Study: Patients at moderate risk of ectasia stable 2 years after treatment

October 27, 2020
Lynda Charters

Digital Edition, Ophthalmology Times: September 15, 2020, Volume 45, Issue 15

Researchers evaluate effects of procedure on patients with abnormal topography


The visual outcomes of the SMILE Xtra (Carl Zeiss Meditec) study of small-incision lenticule extraction with accelerated corneal cross-linking were comparable from 1 week to 2 years postoperatively, as were the safety, stability, and predictability—important findings for patients at moderate risk of ectasia.

The study was undertaken to evaluate the long-term effects of the procedure in patients who had abnormal topography, low residual stromal bed thickness, higher refractive errors, and thin preoperative corneal thickness, according to Sung Min Kim, MD, from the NUNEMISO Eye Center in Seoul, South Korea. In addition, investigators wanted to determine the safety and clinical effect of the Xtra energy protocol in various patient subgroups.

Related: Is the time right for corneal crosslinking?

The study included patients who underwent the SMILE Xtra treatment from March 2016 to February 2017 and had been followed for 2 years postoperatively.

The Xtra protocol included soaking with a 0.25% riboflavin solution for 90 seconds, followed by ultraviolet A light exposure at 30 mW/cm2 for 60 seconds. This approach provided 1.8 J/cm2 of total energy, Kim said.

The inclusion criterion for the SMILE Xtra candidates was moderate-risk patients determined based on the Randleman Ectasia Score System.

The patients were divided into 4 subgroups based on their characteristics: abnormal topography, low residual stromal bed thickness under 300 μm, high refractive errors exceeding -9.5 D or lenticule thickness exceeding 130 μm, or a thin preoperative central corneal thickness under 510 μm.

Patients were excluded if they were under 18 years old, had keratoconus or suspected they had keratoconus, had a central corneal thickness under 480 μm, had a residual stromal bed under 290 μm, had been lost to follow-up, or had undergone a reoperation.

Related: Estimating the total power in keratoconus patients

Included were 130 eyes of 65 patients (mean age, 26.4 years). The mean preoperative sphere was -6.22 D, and the mean cylinder was -1.59 D.

“The efficacy index for the SMILE Xtra treatment was 1.13, which was comparable to that of the patients who underwent the SMILE procedure in the same clinic. Only 61% of patients achieved a visual acuity of 1.08 1 day after the procedure, but at 2 years that increased to 1.08 or better in 95% of patients,” Kim explained.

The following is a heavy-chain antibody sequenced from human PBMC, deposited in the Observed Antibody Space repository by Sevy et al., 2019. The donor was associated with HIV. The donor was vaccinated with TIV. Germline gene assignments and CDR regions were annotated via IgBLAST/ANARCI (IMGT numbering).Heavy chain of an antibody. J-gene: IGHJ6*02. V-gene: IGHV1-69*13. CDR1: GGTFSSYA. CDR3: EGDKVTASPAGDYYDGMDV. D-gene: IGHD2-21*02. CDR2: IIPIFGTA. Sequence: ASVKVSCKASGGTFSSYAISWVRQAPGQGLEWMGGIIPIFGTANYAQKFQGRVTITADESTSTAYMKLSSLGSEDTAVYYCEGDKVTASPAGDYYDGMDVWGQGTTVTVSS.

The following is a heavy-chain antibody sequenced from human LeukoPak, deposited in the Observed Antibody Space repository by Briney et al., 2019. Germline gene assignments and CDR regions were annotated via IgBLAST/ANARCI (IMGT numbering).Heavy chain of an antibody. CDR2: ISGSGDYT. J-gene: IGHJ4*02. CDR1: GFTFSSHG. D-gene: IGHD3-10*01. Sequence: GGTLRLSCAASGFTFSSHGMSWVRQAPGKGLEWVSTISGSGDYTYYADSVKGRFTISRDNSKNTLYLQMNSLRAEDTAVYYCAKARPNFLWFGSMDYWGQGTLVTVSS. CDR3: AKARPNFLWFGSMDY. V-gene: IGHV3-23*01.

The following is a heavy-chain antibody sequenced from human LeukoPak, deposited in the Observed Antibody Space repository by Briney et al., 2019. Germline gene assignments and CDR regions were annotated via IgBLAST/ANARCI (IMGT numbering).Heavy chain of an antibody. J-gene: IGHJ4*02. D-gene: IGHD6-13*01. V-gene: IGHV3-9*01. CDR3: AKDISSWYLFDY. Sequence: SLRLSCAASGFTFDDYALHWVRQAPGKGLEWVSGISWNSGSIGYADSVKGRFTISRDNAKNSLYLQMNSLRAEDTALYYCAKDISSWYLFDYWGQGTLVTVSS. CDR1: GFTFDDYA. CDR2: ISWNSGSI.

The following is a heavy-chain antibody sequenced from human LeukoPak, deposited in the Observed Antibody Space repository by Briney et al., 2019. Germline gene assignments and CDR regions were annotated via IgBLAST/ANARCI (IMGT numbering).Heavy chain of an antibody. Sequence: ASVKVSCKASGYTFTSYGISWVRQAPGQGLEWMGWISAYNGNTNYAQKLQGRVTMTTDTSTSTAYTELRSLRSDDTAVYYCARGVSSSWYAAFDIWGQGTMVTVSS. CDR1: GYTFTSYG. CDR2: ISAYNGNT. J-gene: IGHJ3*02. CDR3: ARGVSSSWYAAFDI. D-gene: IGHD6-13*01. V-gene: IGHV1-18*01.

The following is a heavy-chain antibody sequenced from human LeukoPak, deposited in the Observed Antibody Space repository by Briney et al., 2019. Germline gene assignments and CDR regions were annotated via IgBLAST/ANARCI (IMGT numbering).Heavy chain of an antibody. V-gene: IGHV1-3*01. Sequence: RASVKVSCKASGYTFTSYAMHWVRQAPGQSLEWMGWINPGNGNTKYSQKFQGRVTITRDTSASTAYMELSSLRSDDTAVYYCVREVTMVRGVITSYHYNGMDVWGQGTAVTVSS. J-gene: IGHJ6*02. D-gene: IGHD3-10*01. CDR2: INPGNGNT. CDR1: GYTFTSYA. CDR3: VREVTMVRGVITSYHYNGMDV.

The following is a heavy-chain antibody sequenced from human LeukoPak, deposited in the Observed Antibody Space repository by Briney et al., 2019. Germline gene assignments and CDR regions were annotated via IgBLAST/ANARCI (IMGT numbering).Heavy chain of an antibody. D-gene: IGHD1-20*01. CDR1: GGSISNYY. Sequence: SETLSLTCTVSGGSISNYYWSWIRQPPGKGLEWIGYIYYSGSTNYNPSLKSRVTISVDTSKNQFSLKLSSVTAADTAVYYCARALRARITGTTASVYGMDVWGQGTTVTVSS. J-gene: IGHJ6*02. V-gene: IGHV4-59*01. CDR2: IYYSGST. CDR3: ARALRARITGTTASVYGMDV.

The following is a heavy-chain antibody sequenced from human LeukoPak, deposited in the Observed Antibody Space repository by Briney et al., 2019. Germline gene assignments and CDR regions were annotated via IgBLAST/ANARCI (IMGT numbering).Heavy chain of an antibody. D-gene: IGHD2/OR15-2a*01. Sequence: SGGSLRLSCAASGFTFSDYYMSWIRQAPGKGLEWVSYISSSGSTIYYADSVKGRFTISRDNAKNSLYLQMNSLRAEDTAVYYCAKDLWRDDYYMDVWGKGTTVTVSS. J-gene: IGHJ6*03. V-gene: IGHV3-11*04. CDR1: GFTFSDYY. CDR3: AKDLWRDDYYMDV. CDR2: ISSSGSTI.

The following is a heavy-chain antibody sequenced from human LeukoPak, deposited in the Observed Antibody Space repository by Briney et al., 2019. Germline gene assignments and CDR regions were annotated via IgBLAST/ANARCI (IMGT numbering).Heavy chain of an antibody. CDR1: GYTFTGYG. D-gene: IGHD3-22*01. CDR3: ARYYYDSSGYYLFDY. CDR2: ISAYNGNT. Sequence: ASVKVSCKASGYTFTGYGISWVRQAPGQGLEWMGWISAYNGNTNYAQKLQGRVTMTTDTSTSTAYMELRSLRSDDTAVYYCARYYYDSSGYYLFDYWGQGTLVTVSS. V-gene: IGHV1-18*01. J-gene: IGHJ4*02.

Kim noted that when the SMILE Xtra procedure was compared with the SMILE procedure, the vision on the first day postoperatively was significantly lower in the Xtra group; however, from the 1-week time point out to 2 years, the results of the 2 procedures were comparable.

The safety, stability, and predictability of the Xtra procedure were all good. The safety index was 1.16. Only 1 line of vision was lost at 2 years among all the study patients.

Two eyes were enhanced with PRK at 1 year; these eyes were excluded from the study.

Finally, at the final visit at 2 years, 97.7% were within ± 0.05 D of the targeted refraction.

Related: PODCAST: ASCRS 2020: Corneal CXL outcomes in children with progressive keratoconus

The analysis of the 4 subgroups did not find any significant differences in the visual recovery and refractive change over the 2 year course of study.

The patients in the group characterized by a high refractive error tended toward slight regression and lower vision at the final evaluation compared with the other 3 groups. However, the differences were not significant.

The differences in the endothelial cell counts from preoperatively to postoperatively were not significant in the entire study cohort or among the subgroups.

“The Xtra corneal crosslinking did not result in significant endothelial cell loss over the long term,” Kim said.

Related: CXL imperative in treatment of pediatric keratoconus

The investigators concluded that with the exception of the early postoperative period, the SMILE Xtra treatment demonstrated comparable visual outcomes from 1 week to 2 years. The safety, stability, and predictability also were stable.

Finally, the characteristics of the subgroups did not affect the clinical outcomes after SMILE Xtra.

“SMILE, in combination with the 1.8 J/cm2 Xtra protocol, seems to be an effective, safe, and predictable treatment strategy in patients who are at moderate risk,” Kim concluded.

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